We can learn more about tattoos’ requirements and expectations by conducting interviews. Tattoo expert interviews are also commonly utilized to obtain information about this service in order to comprehend its benefits and drawbacks.
Today’s guest is Alex Chiong. He has almost 15 years of experience and has won numerous honors at major tattoo conventions. He sacrificed his valuable time to understand better some fundamental concepts and how he used to deal with them.
How it all started
Basically, I’ve finished my academic studies at San Alejandro Academy of Fine Arts in 2012. In 2003, I began working as a tattoo artist in Havana. I moved to Miami a few years ago. My interests include painting and music and socializing with my pals at parties. Nature and animals are two of my favorite things. I meditate and think about my work while breathing in fresh air and gazing at the sea. I also enjoy working out and staying fit. As you can see, I’m passionate about the arts and that’s how it all started basically. During my last years in Miami, I worked as a tattoo artist. I worked in prominent tattoo studios. As a result of my participation in several Tatuje events, I was able to win several significant accolades, including the “New York No Limits 2016” second prize.
After that, in 2017, I took the plunge and started my own business. Most significantly, it has been to express my perspective on this art and to stamp my own identity inside the competitive arena into which I have pushed myself.
1. What steps should you take before applying for a tattoo?
These are the few steps that I used to take before applying tattoo,
- Maintain your personal hygiene. Showering before each session is strongly advised. Before your appointment, keep your tattooed area clean. Throughout the day, dead skin cells, perspiration, and debris accumulate on your skin. If you haven’t bathed, you risk these particles entering the tattooed region and developing an illness. Showering before each session is strongly advised.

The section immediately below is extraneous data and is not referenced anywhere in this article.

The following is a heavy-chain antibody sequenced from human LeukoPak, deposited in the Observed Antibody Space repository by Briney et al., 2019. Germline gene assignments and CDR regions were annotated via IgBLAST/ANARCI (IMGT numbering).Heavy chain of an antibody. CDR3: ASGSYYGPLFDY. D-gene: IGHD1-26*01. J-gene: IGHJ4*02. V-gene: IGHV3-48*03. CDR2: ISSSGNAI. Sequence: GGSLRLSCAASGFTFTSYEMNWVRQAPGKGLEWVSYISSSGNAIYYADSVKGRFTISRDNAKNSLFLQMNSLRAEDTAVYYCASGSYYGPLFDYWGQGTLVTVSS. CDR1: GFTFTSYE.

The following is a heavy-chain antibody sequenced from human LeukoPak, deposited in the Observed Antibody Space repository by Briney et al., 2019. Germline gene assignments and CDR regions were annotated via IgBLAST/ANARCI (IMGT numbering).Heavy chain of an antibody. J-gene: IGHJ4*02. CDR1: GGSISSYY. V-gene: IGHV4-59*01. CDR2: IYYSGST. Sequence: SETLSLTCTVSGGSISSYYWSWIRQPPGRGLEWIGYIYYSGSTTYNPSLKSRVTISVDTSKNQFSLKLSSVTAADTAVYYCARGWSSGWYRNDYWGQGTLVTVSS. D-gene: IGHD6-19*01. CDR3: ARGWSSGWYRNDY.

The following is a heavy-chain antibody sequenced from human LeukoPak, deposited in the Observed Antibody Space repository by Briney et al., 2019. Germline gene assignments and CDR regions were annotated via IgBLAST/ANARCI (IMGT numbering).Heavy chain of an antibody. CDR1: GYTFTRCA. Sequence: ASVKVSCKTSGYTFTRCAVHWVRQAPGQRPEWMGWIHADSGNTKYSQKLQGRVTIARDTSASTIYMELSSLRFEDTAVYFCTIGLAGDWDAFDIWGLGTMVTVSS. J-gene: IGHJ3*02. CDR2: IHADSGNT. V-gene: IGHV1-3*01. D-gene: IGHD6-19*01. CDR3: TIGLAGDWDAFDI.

- Get enough sleep and arrive rested. Most of the tattoo pain will be felt by your body. You must make certain that it is well-rested. Get at least 8 hours of sleep the night before your tattoo.
- Do not consume alcohol for at least 24 hours before and after tattooing. Drinking before getting a tattoo has several negative consequences on your body and mind that you should avoid. Because your blood is thinner, it is considerably more difficult to get ink into your skin.
- Eat something before coming. Coming on an empty stomach is not recommended. It is recommended that you eat one to two hours before your visit, and that you consume a meal high in protein and vegetables.
- Try to bring good skin. Sunburn, redness, or irritation are not permitted. We do not encourage getting tattooed on a sunburned area and reserve the right to refuse anyone who thinks they will be alright with it for some bizarre reason. Sunburned skin is damaged, sore, and uneven. As the skin ages, it produces even more melanin.
2. How do you ensure that clients do not suffer allergic reactions to the ink used in tattoo applications?
Allergic responses do not usually arise on the initial exposure to tattoo ink. For example, if you have gotten three or four tattoos without incident, you may experience an allergic reaction to the ink the following time you get one. Each time you get a tattoo, you must be on the lookout for indicators of an allergy and seek medical attention depending on the severity of your reaction.